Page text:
• Warfarin: Using orlistat along with warfarin can result in prolonged prothrombin time and INR because orlistat reduces the absorption of vitamin K. Therefore, coagulation parameters require monitoring in patients taking these two medications together.[18]
  • Antiretroviral medications: Orlistat also reduces the absorption of antiretroviral drugs; monitoring of HIV viral load is necessary. If the HIV viral load increases, orlistat should be discontinued.[19]


Contraindications to orlistat include the following conditions[20][21]:

  • Hypersensitivity to orlistat or its constituents
  • Chronic malabsorption
  • Cholestasis
  • Anorexia and bulimia
  • Pregnancy
  • Severe renal impairment


  • It is necessary to monitor the body weight, body mass index (BMI), waist circumference, and lipid profile in patients taking orlistat.
  • The levels of cyclosporine, antiepileptics and HIV viral load require monitoring when using orlistat in conjunction with these medications.[9]
  • Patients with diabetes might need to adjust the dose of diabetes medicine, as weight loss can affect glycemic control.


There is no specific antidote for orlistat overdose. However, if a significant overdose of orlistat occurs, the patient should immediately come to the emergency department and be observed for 24 hours to provide supportive care.  There is a report of overdose with 5160 mg orlistat in a 28-month-old baby. The patient did not experience any adverse events and was discharged from the emergency room without any concerns.[22]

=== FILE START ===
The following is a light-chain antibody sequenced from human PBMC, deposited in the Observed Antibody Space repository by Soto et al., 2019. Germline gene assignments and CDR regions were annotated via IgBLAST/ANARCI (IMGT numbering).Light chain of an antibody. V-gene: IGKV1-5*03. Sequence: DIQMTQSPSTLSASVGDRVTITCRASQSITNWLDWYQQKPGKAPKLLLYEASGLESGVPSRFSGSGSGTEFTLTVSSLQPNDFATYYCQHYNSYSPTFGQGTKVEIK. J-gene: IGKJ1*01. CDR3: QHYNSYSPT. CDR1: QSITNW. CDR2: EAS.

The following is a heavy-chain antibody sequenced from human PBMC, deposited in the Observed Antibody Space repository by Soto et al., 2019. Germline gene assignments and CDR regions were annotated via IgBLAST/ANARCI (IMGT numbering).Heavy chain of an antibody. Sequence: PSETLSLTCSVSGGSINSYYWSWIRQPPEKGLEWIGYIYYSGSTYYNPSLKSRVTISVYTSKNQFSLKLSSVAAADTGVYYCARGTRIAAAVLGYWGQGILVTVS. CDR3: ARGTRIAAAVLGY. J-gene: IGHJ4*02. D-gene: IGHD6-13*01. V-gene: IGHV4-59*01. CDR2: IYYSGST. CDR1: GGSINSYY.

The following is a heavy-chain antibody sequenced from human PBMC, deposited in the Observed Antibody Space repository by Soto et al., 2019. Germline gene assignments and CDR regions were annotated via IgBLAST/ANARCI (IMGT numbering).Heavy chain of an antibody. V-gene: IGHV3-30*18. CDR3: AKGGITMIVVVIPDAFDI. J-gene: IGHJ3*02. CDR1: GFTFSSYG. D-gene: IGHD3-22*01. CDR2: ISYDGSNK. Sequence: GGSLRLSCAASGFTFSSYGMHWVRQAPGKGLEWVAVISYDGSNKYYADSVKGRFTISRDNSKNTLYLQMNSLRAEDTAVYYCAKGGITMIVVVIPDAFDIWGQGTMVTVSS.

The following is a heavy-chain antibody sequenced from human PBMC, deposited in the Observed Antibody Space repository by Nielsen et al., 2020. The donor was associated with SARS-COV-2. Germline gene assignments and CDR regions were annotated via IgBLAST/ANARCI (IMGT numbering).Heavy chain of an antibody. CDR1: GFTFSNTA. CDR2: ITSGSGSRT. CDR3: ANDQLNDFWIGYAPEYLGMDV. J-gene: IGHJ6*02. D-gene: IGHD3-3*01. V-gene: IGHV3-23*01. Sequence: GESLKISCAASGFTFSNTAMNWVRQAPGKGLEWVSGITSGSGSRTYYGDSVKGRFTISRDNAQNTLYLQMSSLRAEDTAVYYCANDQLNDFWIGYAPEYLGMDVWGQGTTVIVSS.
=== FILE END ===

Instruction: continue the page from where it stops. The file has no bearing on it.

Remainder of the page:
Enhancing Healthcare Team Outcomes

Obesity and its comorbidities have a significant burden on the healthcare system. Utilizing pharmacotherapy in the form of orlistat can reduce morbidity and mortality from obesity-related complications but should be employed judiciously.

Orlistat effectively lowers body weight, BMI, cholesterol levels, and waist circumference. It has also been shown to cause a modest decrease in blood pressure and improved glycemic control in patients with diabetes. Gastrointestinal adverse effects are the most common reason for discontinuation of the medication. In the proper clinical setting, the drug can be used to achieve weight loss goals and decrease obesity complications.

Clinicians need to be vigilant while prescribing orlistat, especially in patients with diabetes, epilepsy, HIV, and blood coagulation disorder. The clinical nurse is required to assist the medical team in educating the patient on the expected gastrointestinal effects of the drug. A specialized pharmacist is a key to optimizing therapy with this drug. The pharmacist is needed to assist the medical team in adjusting doses or timing of other medications when starting the patient on orlistat therapy to ensure their efficacy is not reduced. The pharmacist must educate the patient on proper dosing, timing, and frequency of therapy to minimize adverse outcomes. Dieticians should be involved in patient care, ensuring the patient has direction on a nutritionally balanced, low-calorie diet. A coordinated and collaborative interprofessional team of clinicians, pharmacists, nurses, physician assistants, and dieticians can improve the efficacy of orlistat therapy and achieve optimal patient results. [Level 5]

Review Questions


Jain SS, Ramanand SJ, Ramanand JB, Akat PB, Patwardhan MH, Joshi SR. Evaluation of efficacy and safety of orlistat in obese patients. Indian J Endocrinol Metab. 2011 Apr;15(2):99-104. [PMC free article: PMC3125014] [PubMed: 21731866]
Hollywood A, Ogden J. Taking Orlistat: Predicting Weight Loss over 6 Months. J Obes. 2011;2011:806896. [PMC free article: PMC2989378] [PubMed: 21113309]
Sjöström L, Rissanen A, Andersen T, Boldrin M, Golay A, Koppeschaar HP, Krempf M. Randomised placebo-controlled trial of orlistat for weight loss and prevention of weight regain in obese patients. European Multicentre Orlistat Study Group. Lancet. 1998 Jul 18;352(9123):167-72. [PubMed: 9683204]